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2017-03-24 07:55:03
Social Media Sleuths Fail Again: The London Attacker Who Wasn’t

Hours after the terrorist attack in London, online sleuths thought they had identified the assailant.

In Twitter posts, Facebook messages and a live British television news program, people pointed to Abu Izzadeen, a radical British cleric who was imprisoned last year for running afoul of British terrorism rules. His photos were shared on the internet. His Wikipedia page was updated with the information.

But they were wrong.

Not only was Mr. Izzadeen not the assailant in Wednesday’s attack, but he was also in a British prison, according to his lawyer, Tanveer Qureshi.

“He was not responsible for these terrible and unjustified attacks,” Mr. Qureshi said by email.

The real assailant was identified on Thursday as Khalid Masood, 52, a British-born man who had been previously investigated for potential ties to violent extremism and had a lengthy criminal record.

The public naming of Mr. Izzadeen was a troubling reminder that fact and fiction can be hard to separate in a breaking news event.

In this rapid-fire world, confusion and hearsay can spread quickly on social networks like Facebook and Twitter. Traditional media, in a hypercompetitive 24-7 news environment, can rush to report fresh details. All of this has made for a media morass in which fake news, hate speech and unverified information may overrun basic facts.

That has been the case during elections in the United States, Europe and elsewhere, as governments and voters have faced a flood of misconceptions and falsehoods. Erroneous claims also have abounded in previous terrorist attacks, including the Boston bombing in 2013 when several people were incorrectly named as possible suspects.

Before British officials identified Mr. Masood on Thursday, they urged media outlets to avoid publishing the names of any suspects in the attack. But the pleas did little to stop the misinformation online, particularly in the hours immediately after the event.

A Russian news site published a fake photo of the suspect. Twitter posted false reports of potential victims. And Donald J. Trump Jr. reposted a news report that had incorrectly named Mr. Izzadeen as the attacker.

In the digital era, people increasingly seek real-time coverage, readily supplied by all manner of sources, credible and otherwise. This frenetic online environment has fostered the perfect space for rumormongering, creating a need for fast and accurate ways to counter false narratives.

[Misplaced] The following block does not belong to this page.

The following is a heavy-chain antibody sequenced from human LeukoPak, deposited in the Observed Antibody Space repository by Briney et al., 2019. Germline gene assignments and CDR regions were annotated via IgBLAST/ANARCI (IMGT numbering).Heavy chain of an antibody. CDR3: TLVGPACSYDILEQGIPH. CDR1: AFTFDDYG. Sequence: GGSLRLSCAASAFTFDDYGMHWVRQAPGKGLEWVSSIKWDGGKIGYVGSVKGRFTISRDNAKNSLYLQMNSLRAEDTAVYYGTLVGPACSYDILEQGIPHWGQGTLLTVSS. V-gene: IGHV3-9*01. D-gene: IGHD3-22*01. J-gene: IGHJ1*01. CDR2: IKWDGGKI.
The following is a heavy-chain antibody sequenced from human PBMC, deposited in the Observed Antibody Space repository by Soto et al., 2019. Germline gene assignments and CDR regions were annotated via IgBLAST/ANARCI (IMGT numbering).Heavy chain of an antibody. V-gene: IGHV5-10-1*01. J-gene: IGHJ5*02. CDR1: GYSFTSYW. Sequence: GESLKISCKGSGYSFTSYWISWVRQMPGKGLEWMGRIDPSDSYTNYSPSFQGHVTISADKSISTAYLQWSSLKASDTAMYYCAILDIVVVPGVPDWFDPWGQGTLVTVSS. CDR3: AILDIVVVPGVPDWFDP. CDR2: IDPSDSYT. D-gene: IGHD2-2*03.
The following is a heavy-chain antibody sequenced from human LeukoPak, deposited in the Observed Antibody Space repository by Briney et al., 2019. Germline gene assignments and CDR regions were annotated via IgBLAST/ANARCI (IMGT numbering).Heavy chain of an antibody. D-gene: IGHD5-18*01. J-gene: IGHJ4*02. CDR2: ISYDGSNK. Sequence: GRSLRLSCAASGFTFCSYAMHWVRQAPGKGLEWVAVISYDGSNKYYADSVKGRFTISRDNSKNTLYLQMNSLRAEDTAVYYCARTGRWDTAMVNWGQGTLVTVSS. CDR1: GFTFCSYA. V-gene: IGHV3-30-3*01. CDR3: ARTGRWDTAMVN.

“There’s more misinformation out there than there was in the past,” said Rasmus Nielsen, director of research at the Reuters Institute for the Study of Journalism at the University of Oxford. “It’s cheaper to distribute, and more people are trying to do it.”

In this new landscape, Facebook, Google and other digital players have been criticized for not doing enough to clamp down on fake news, extremist speech, and reports from other unverified sources. Major advertisers, including AT&T and Johnson & Johnson, recently pulled their ads from YouTube and other Google properties amid concerns that the company was not doing enough to prevent brands from appearing next to offensive material including hate speech.

Online giants have updated their policies and tweaked their algorithms to try to block false reports, while financing fact-checking programs at traditional media organizations and tech start-ups. Sites like Snopes have also helped fill the void, by trying to debunk internet myths.

“Any claim should be treated with caution until verifiable including on social media,” said Tom Hegarty of Full Fact, a British nonprofit organization that checks the veracity of published material.

Like many false reports, much of the misinformation surrounding Mr. Izzadeen turned on a kernel of truth, namely his criminal history.

He is well known to the British security services, having been convicted on terrorism-related charges in 2008 and serving four and a half years in prison.

He was arrested again in 2014 with Anjem Choudary, an Islamist activist. After being released from prison the next year, he was deported to Britain from Hungary after violating a police-ordered travel ban.

With accusations swirling that Mr. Izzadeen was involved in the London attack, some online voices jumped to his defense to debunk the falsehoods.

Dominic Casciani, a reporter with the British Broadcasting Corporation, posted a message on Twitter saying that Mr. Izzadeen was not the attacker. Others quoted Mr. Izzadeen’s lawyer confirming that he was in prison.

On Mr. Izzadeen’s Wikipedia page, a spat ensued among the site’s volunteer moderators.

Four hours after the fatal assault, an anonymous moderator updated the online entry to include the attack, the website’s revision records said. After that, rival Wikipedia moderators vied to include or delete the allegations, with the page changing minute by minute.

By late Wednesday — after the editor of Channel 4 News, the British television program that had incorrectly named Mr. Izzadeen as the attacker, issued an apology — the Wikipedia entry was eventually scrubbed of the false allegations. LoudLizard, a moderator of the site, updated the webpage eight hours after the assault, saying that Mr. Izzadeen had been “wrongfully named as involved in Westminster attack.”

Wikipedia’s moderators were again quick on Thursday, this time relying on official sources. Within minutes of the British police identifying Mr. Masood as the London attacker, they had updated the entry for the terroristic event, naming him as the perpetrator.